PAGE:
An important part of the thing that has set Sprott apart from their competitors and us apart from our competitors, is that the structure of many of our products are permanent or semi-permanent, which enables us to make investments in natural resource companies for the longer term.
Many of our competitors in United States and Canada seem to have trauma holding stock over a long weekend, but in fact value is developed in these companies over time. Both Sprott and Global have proven their ability to invest in young companies, help them grow over time, and as a consequence of that make substantially larger returns than we would have had we been time constrained.
So, I think both firms' orientation and both firms product mixes are uniquely suited to each other. I guess the clincher on the transaction is that I have been attempting for two years to hire Peter Grosskopf from Cormark to come and run my business. Once again Eric beat me to the punch. When Eric hired Peter as CEO, Peter called me up and said, "Can we continue our discussions in a different format?" The answer was yes.
Daily Bell: We will follow your progress with interest. But here is a related question: Is the resource sector headed into a bubble?
Rick Rule: I think the sub-sectors of resources will be headed toward a bubble. One of the interesting things about the micro-cap resource sector is that in good markets, liquid markets, it becomes increasingly story oriented and less reality oriented. So you have these odd sector meters, which often evolve into bubbles very quickly. I think in terms of the lower quality goals we are definitely in a bubble. We are seeing companies with 60 or 70 million dollars of market capitalization that don't have any gold.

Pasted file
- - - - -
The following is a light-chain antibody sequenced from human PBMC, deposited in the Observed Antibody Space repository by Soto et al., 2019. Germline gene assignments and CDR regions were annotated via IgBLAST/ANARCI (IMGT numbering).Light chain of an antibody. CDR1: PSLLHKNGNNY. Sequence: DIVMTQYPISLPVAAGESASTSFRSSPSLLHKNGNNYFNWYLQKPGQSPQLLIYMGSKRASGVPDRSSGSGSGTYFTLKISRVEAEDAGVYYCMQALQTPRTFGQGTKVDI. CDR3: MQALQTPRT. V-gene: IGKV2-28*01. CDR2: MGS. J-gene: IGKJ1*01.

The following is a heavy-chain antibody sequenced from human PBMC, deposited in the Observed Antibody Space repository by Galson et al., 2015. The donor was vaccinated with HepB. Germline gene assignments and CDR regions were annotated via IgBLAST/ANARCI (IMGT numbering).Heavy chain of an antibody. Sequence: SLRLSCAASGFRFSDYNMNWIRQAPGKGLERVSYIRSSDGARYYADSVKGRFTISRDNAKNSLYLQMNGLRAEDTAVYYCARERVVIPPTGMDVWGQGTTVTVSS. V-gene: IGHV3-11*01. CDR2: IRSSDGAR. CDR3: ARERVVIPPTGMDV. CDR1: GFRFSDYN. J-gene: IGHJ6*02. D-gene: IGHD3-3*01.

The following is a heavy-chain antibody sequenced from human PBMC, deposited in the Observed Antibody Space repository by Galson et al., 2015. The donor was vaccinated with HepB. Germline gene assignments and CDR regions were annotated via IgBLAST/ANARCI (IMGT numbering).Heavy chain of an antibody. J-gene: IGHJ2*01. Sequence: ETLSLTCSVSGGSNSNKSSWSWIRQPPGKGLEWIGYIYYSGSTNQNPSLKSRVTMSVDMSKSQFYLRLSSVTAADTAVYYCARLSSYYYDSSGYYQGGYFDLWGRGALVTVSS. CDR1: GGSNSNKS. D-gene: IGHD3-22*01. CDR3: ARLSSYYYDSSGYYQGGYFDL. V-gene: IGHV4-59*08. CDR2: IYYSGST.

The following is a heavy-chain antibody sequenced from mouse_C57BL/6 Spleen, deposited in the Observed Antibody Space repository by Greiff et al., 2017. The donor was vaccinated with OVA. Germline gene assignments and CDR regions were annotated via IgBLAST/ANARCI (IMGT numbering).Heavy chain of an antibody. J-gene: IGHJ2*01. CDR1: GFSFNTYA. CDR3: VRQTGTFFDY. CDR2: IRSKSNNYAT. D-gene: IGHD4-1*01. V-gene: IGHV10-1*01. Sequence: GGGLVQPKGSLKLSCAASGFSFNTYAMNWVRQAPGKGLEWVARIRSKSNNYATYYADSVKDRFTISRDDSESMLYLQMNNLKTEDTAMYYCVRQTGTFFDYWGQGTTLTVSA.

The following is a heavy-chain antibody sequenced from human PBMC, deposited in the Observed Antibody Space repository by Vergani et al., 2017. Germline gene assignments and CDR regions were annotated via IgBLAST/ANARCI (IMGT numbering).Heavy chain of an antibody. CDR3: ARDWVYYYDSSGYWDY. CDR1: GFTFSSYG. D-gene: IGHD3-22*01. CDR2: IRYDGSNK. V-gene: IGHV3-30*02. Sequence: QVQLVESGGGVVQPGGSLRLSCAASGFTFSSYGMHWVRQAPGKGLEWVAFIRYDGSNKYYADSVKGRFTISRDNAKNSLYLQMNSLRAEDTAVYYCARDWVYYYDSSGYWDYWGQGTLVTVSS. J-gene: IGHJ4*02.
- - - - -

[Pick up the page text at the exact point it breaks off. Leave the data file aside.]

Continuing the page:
The argument of course is that as the price of gold goes up that should have some impact on them. But I also believe that we have 10 years left in the resource super cycle, that isn't to suggest that we won't have some ugly downside volatility, not unlike the volatility we saw in 2008 or the volatility we saw in 1975, when in the midst of the greatest gold bull market of all gold lost 50% of its price over the course of a year. So, I think the secular gold bull market and secular resource bull market is very much intact but I expect that we'll see extraordinary volatility.
Daily Bell: What do you think of the Canadian regulatory outlook?
Rick Rule: Unfortunately, I am from the United States and I would suggest that the Canadian regulatory climate relative to natural resources is much more intelligent than the American regulatory environment. For one thing, Canada is still a resource economy and I can call regulatory authorities in Canada who have more than a passing familiarity with the industries that they are asked to regulate. In the United States, even many of the best intentioned employees of the regulatory agencies don't have any background in resources so it's difficult for them to even know what the words mean, which constrains them in terms of being intelligent regulators. If you compare the Canadian regulatory environment to other natural resources markets in the American environment, I would choose Canada.
Daily Bell: Where is financial regulation headed these days, globally?
Rick Rule: I hope it doesn't go global. I hope investors around the world are allowed to choose between competing regulatory climates. I believe that money will gravitate to freedom and to the extent that freedom is allowed somewhere, some place, I think it will be rewarded. I think the American regulatory climate is particularly troubled because the market breakdown we had in '07 and '08 came to be regarded as a failure of the market, rather than a failure of regulation.
It is my belief that this turndown was really a function of regulatory capture. I think the whole too-big-to-fail concept, the promotion by many arms of the federal government of the mortgage industry and a large number of factors almost all of which were regulatory constrained, were the causes of the '07 and '08 decline. The demands from the public and legislature have been to increase the regulatory arena, which caused the problem.